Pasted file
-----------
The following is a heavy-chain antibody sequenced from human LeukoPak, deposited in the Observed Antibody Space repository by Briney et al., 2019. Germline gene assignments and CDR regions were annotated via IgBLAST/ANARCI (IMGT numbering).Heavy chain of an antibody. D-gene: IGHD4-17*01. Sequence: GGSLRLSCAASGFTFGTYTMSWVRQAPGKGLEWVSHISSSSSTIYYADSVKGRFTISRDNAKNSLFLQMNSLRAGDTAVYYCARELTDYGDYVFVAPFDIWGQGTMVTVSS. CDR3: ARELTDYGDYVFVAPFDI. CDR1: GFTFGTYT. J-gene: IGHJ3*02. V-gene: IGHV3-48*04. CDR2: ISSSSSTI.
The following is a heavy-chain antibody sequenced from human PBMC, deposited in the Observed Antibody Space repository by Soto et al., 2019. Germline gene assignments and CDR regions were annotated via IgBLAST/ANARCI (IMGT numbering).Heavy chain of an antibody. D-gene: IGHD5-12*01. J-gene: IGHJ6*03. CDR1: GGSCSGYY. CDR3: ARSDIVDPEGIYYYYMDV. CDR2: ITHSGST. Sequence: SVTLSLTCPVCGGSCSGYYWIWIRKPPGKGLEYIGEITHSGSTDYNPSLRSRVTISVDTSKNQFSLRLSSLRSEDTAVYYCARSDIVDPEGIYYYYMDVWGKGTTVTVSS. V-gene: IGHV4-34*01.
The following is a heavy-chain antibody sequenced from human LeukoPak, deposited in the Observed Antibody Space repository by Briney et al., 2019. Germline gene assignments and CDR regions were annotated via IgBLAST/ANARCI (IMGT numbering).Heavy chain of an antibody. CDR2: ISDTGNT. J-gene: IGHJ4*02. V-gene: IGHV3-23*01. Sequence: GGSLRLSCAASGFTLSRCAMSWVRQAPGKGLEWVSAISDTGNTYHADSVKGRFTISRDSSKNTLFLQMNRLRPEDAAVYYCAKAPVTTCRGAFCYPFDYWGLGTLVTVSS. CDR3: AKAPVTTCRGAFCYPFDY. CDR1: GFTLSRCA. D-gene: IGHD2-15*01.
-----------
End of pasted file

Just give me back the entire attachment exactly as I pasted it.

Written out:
The following is a heavy-chain antibody sequenced from human LeukoPak, deposited in the Observed Antibody Space repository by Briney et al., 2019. Germline gene assignments and CDR regions were annotated via IgBLAST/ANARCI (IMGT numbering).Heavy chain of an antibody. D-gene: IGHD4-17*01. Sequence: GGSLRLSCAASGFTFGTYTMSWVRQAPGKGLEWVSHISSSSSTIYYADSVKGRFTISRDNAKNSLFLQMNSLRAGDTAVYYCARELTDYGDYVFVAPFDIWGQGTMVTVSS. CDR3: ARELTDYGDYVFVAPFDI. CDR1: GFTFGTYT. J-gene: IGHJ3*02. V-gene: IGHV3-48*04. CDR2: ISSSSSTI.
The following is a heavy-chain antibody sequenced from human PBMC, deposited in the Observed Antibody Space repository by Soto et al., 2019. Germline gene assignments and CDR regions were annotated via IgBLAST/ANARCI (IMGT numbering).Heavy chain of an antibody. D-gene: IGHD5-12*01. J-gene: IGHJ6*03. CDR1: GGSCSGYY. CDR3: ARSDIVDPEGIYYYYMDV. CDR2: ITHSGST. Sequence: SVTLSLTCPVCGGSCSGYYWIWIRKPPGKGLEYIGEITHSGSTDYNPSLRSRVTISVDTSKNQFSLRLSSLRSEDTAVYYCARSDIVDPEGIYYYYMDVWGKGTTVTVSS. V-gene: IGHV4-34*01.
The following is a heavy-chain antibody sequenced from human LeukoPak, deposited in the Observed Antibody Space repository by Briney et al., 2019. Germline gene assignments and CDR regions were annotated via IgBLAST/ANARCI (IMGT numbering).Heavy chain of an antibody. CDR2: ISDTGNT. J-gene: IGHJ4*02. V-gene: IGHV3-23*01. Sequence: GGSLRLSCAASGFTLSRCAMSWVRQAPGKGLEWVSAISDTGNTYHADSVKGRFTISRDSSKNTLFLQMNRLRPEDAAVYYCAKAPVTTCRGAFCYPFDYWGLGTLVTVSS. CDR3: AKAPVTTCRGAFCYPFDY. CDR1: GFTLSRCA. D-gene: IGHD2-15*01.